The transportation and communication sectors remained top priorities. At the same time, adequate attention was paid to the development of the agricultural sector. The plan emphasizes market stability for people's development and welfare. Furthermore, the environment was prioritized to improve socio-economic equity and justice.

The fourth plan's main accomplishments were the construction of roads, small airports, the operation of a trolley bus service from Tripureshwor to Suryabinayak, the expansion of telephone service, and the establishment of post offices.

Fifth Periodic Plan of Nepal (1975-1980)

For the first time, the plan was concerned with promoting agricultural and industrial production. For the first time, geological balance development was made a goal. During the plan period, the economy's average annual growth rate was only 2.2 percent, while population growth was 2.3 percent.

Because of the higher population growth rate, per capita income fell during the plan period. The economy's slow growth was caused by the agricultural sector's slow growth, accompanied by rapid population growth.

Sixth Periodic Plan of Nepal (1980-1985)

To meet the expansionary budget, the plan had limited resources. A higher debt ratio had negative consequences in a macroeconomic crisis. The IMF and World Bank recommended that Nepal implement the Structural Adjustment Program (SAP) to address such a macroeconomic crisis. Such a proposal had no choice but to be accepted. As a result, Nepal began to liberalize its economy. As a result, a first-time minimum basic need approach was launched as a development goal to address issues of poverty and inequality.

The economy's annual growth rate was 5.9 percent during the sixth plan period. The agriculture sector's improved performance contributed to the high growth rate. The education sector's outcome was encouraging as a result of previous efforts. The literacy rate reached 28.9 percent at the end of the sixth plan.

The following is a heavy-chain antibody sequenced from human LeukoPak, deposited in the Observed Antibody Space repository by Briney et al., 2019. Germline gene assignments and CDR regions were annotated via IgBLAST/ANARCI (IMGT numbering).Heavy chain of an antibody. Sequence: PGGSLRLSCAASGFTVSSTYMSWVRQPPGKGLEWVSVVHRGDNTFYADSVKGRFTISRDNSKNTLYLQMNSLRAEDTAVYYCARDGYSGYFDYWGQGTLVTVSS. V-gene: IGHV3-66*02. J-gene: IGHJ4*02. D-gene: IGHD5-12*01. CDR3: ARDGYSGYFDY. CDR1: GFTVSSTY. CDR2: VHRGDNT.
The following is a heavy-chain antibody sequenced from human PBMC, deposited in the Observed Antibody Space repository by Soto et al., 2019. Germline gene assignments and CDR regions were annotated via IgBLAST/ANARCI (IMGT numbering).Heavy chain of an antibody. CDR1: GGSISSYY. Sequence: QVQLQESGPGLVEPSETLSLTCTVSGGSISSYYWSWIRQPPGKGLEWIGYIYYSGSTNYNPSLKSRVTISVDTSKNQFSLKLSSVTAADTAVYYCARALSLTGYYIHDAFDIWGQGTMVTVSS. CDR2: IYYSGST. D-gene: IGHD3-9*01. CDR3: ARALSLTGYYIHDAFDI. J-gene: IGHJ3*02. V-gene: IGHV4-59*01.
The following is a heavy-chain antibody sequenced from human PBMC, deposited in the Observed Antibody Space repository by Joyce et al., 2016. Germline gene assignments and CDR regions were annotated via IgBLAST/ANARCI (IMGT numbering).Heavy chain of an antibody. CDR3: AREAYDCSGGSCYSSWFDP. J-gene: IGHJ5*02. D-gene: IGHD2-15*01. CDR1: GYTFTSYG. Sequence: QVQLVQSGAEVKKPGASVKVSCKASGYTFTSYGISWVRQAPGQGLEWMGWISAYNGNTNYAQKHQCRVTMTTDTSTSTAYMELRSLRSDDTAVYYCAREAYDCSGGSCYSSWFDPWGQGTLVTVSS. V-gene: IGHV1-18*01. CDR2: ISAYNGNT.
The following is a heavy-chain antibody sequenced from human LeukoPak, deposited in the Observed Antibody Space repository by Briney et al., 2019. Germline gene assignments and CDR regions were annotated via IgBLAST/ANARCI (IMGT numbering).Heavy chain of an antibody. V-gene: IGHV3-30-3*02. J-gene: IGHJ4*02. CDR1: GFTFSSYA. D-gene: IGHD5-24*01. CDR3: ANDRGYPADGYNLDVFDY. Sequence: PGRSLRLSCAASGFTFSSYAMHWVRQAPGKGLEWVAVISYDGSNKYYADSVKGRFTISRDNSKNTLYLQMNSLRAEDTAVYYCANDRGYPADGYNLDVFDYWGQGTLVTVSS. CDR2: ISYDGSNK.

Seventh Periodic Plan of Nepal (1985-1990)

This was the final plan of Nepal's panchayat system. It was founded on the IMF and World Bank's recommendation to maintain SAP continuity. It promoted private-sector involvement in the economy. The plan aimed to increase productivity across all sectors to boost economic growth. It had three goals in mind: productivity, employment, and basic needs security. A massive budget of Rs. 29 billion was proposed in the plan.

The 'basic needs' program, announced in 1985, became the seventh plan's main slogan and priority. This program aimed to meet basic needs such as food, grains, clothing, housing, health, education, and public security, as well as raise the people's economic status to the "Asian Standard" by 2000.

Eighth Periodic Plan of Nepal (1992-1997)

Following the restoration of multiparty democracy in 1990, there was another two-year plan holiday (1990-1992). The plan differed due to democratic founding principles such as privatization, liberalization, and globalization. The plan had three goals: achieving sustainable economic growth, reducing poverty, and reducing regional imbalance. To achieve these goals, a liberalized economic policy was implemented.